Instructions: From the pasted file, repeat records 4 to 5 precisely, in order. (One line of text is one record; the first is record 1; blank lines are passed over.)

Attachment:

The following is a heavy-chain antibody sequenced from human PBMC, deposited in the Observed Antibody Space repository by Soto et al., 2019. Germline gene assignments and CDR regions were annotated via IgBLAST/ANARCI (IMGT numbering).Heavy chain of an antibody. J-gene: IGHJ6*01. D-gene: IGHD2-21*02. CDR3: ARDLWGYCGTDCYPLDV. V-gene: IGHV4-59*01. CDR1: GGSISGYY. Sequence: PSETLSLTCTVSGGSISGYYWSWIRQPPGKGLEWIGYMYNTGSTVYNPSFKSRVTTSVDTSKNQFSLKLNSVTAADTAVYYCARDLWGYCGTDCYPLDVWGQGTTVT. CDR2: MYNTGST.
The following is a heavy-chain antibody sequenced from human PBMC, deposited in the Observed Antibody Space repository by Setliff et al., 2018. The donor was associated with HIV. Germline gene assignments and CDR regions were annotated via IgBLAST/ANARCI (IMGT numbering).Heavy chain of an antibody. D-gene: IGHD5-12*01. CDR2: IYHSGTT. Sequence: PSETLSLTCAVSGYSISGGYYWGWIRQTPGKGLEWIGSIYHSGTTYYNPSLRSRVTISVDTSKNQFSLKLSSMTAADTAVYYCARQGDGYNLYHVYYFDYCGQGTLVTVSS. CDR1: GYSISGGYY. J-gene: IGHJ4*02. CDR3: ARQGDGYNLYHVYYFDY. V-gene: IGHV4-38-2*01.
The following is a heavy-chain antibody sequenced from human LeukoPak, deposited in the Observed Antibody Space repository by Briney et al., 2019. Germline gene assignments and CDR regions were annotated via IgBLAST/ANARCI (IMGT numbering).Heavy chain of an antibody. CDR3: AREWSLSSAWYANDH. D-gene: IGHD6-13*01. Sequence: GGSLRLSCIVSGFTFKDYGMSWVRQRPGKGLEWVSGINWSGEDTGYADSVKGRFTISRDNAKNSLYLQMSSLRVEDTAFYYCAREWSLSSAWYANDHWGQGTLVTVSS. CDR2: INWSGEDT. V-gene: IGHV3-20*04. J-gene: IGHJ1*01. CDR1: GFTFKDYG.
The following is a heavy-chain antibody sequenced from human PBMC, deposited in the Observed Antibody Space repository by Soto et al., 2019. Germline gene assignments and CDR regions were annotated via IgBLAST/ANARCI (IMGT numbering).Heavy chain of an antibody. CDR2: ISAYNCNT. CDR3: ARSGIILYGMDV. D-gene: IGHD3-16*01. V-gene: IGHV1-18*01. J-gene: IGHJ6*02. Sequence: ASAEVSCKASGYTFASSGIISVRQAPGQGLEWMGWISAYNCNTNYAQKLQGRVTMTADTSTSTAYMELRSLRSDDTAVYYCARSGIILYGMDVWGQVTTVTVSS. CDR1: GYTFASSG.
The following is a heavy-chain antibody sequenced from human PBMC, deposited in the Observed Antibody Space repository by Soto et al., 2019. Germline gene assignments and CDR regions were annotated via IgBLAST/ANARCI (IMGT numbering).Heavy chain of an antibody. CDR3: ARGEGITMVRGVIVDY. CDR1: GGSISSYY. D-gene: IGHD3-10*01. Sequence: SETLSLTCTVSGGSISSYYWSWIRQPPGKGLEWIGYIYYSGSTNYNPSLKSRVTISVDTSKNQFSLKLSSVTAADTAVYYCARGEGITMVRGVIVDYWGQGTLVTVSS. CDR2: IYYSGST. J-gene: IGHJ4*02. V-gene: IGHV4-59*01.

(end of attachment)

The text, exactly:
The following is a heavy-chain antibody sequenced from human PBMC, deposited in the Observed Antibody Space repository by Soto et al., 2019. Germline gene assignments and CDR regions were annotated via IgBLAST/ANARCI (IMGT numbering).Heavy chain of an antibody. CDR2: ISAYNCNT. CDR3: ARSGIILYGMDV. D-gene: IGHD3-16*01. V-gene: IGHV1-18*01. J-gene: IGHJ6*02. Sequence: ASAEVSCKASGYTFASSGIISVRQAPGQGLEWMGWISAYNCNTNYAQKLQGRVTMTADTSTSTAYMELRSLRSDDTAVYYCARSGIILYGMDVWGQVTTVTVSS. CDR1: GYTFASSG.
The following is a heavy-chain antibody sequenced from human PBMC, deposited in the Observed Antibody Space repository by Soto et al., 2019. Germline gene assignments and CDR regions were annotated via IgBLAST/ANARCI (IMGT numbering).Heavy chain of an antibody. CDR3: ARGEGITMVRGVIVDY. CDR1: GGSISSYY. D-gene: IGHD3-10*01. Sequence: SETLSLTCTVSGGSISSYYWSWIRQPPGKGLEWIGYIYYSGSTNYNPSLKSRVTISVDTSKNQFSLKLSSVTAADTAVYYCARGEGITMVRGVIVDYWGQGTLVTVSS. CDR2: IYYSGST. J-gene: IGHJ4*02. V-gene: IGHV4-59*01.